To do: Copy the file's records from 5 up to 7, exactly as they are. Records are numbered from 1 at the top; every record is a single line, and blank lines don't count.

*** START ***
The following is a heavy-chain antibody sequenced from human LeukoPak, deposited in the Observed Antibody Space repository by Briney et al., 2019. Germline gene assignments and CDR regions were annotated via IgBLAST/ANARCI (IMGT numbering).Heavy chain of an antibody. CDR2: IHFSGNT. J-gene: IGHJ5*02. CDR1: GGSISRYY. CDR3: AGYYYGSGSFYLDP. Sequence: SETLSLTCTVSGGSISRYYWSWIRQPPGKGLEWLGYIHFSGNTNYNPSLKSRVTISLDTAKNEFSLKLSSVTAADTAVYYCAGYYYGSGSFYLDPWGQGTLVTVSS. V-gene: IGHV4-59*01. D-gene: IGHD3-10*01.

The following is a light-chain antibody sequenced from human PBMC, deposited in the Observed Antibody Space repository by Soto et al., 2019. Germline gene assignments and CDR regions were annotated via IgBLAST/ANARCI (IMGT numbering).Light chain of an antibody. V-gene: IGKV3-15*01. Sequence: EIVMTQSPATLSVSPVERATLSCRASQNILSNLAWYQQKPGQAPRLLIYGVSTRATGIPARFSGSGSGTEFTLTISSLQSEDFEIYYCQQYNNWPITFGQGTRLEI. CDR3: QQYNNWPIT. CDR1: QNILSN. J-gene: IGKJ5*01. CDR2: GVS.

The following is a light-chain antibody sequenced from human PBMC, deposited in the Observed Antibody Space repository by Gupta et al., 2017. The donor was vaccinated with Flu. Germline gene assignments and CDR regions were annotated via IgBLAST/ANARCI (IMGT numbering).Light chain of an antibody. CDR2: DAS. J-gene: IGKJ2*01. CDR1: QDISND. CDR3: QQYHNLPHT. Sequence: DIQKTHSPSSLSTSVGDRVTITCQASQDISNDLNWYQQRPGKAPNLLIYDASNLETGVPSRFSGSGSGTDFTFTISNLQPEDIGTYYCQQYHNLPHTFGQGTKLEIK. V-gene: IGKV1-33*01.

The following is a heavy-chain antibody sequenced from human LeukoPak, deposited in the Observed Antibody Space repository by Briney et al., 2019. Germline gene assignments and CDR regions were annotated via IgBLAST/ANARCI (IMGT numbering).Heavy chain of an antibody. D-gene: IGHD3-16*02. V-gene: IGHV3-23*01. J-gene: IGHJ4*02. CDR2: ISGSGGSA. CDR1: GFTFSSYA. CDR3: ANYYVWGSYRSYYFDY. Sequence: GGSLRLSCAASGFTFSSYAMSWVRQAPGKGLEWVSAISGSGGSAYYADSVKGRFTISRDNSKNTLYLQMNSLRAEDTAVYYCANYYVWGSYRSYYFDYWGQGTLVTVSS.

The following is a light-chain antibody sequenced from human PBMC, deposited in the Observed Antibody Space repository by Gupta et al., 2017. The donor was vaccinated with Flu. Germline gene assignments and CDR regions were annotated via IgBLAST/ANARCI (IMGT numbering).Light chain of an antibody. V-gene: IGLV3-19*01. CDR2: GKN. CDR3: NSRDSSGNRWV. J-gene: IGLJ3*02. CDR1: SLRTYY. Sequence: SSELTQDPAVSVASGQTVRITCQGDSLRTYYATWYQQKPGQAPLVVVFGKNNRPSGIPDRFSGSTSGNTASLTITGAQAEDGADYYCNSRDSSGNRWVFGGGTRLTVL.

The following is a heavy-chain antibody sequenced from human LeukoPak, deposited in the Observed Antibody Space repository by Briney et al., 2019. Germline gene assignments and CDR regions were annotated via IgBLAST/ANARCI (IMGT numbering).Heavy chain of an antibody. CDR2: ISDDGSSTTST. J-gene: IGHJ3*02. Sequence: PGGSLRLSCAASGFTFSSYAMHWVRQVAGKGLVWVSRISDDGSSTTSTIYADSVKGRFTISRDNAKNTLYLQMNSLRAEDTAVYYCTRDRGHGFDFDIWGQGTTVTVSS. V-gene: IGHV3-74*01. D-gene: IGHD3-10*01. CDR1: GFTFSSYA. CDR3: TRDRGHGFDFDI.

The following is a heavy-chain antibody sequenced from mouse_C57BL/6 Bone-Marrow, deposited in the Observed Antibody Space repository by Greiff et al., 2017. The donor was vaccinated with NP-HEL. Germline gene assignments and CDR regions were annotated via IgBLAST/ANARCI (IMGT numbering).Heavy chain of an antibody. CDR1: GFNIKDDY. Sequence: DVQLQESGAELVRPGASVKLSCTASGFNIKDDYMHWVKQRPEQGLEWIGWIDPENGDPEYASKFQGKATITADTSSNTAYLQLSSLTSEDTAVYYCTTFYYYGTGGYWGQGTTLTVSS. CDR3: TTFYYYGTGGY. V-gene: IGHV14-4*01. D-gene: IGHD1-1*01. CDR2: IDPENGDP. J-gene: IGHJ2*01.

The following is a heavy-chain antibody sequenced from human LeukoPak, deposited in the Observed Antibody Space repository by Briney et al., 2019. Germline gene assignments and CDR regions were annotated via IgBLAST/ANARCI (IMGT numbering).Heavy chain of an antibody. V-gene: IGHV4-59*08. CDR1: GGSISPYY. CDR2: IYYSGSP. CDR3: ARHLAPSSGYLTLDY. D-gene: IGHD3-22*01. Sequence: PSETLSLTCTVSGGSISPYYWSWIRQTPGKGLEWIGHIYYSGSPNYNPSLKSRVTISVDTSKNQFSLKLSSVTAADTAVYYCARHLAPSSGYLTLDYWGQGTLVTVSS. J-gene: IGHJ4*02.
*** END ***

The following is a light-chain antibody sequenced from human PBMC, deposited in the Observed Antibody Space repository by Gupta et al., 2017. The donor was vaccinated with Flu. Germline gene assignments and CDR regions were annotated via IgBLAST/ANARCI (IMGT numbering).Light chain of an antibody. V-gene: IGLV3-19*01. CDR2: GKN. CDR3: NSRDSSGNRWV. J-gene: IGLJ3*02. CDR1: SLRTYY. Sequence: SSELTQDPAVSVASGQTVRITCQGDSLRTYYATWYQQKPGQAPLVVVFGKNNRPSGIPDRFSGSTSGNTASLTITGAQAEDGADYYCNSRDSSGNRWVFGGGTRLTVL.

The following is a heavy-chain antibody sequenced from human LeukoPak, deposited in the Observed Antibody Space repository by Briney et al., 2019. Germline gene assignments and CDR regions were annotated via IgBLAST/ANARCI (IMGT numbering).Heavy chain of an antibody. CDR2: ISDDGSSTTST. J-gene: IGHJ3*02. Sequence: PGGSLRLSCAASGFTFSSYAMHWVRQVAGKGLVWVSRISDDGSSTTSTIYADSVKGRFTISRDNAKNTLYLQMNSLRAEDTAVYYCTRDRGHGFDFDIWGQGTTVTVSS. V-gene: IGHV3-74*01. D-gene: IGHD3-10*01. CDR1: GFTFSSYA. CDR3: TRDRGHGFDFDI.

The following is a heavy-chain antibody sequenced from mouse_C57BL/6 Bone-Marrow, deposited in the Observed Antibody Space repository by Greiff et al., 2017. The donor was vaccinated with NP-HEL. Germline gene assignments and CDR regions were annotated via IgBLAST/ANARCI (IMGT numbering).Heavy chain of an antibody. CDR1: GFNIKDDY. Sequence: DVQLQESGAELVRPGASVKLSCTASGFNIKDDYMHWVKQRPEQGLEWIGWIDPENGDPEYASKFQGKATITADTSSNTAYLQLSSLTSEDTAVYYCTTFYYYGTGGYWGQGTTLTVSS. CDR3: TTFYYYGTGGY. V-gene: IGHV14-4*01. D-gene: IGHD1-1*01. CDR2: IDPENGDP. J-gene: IGHJ2*01.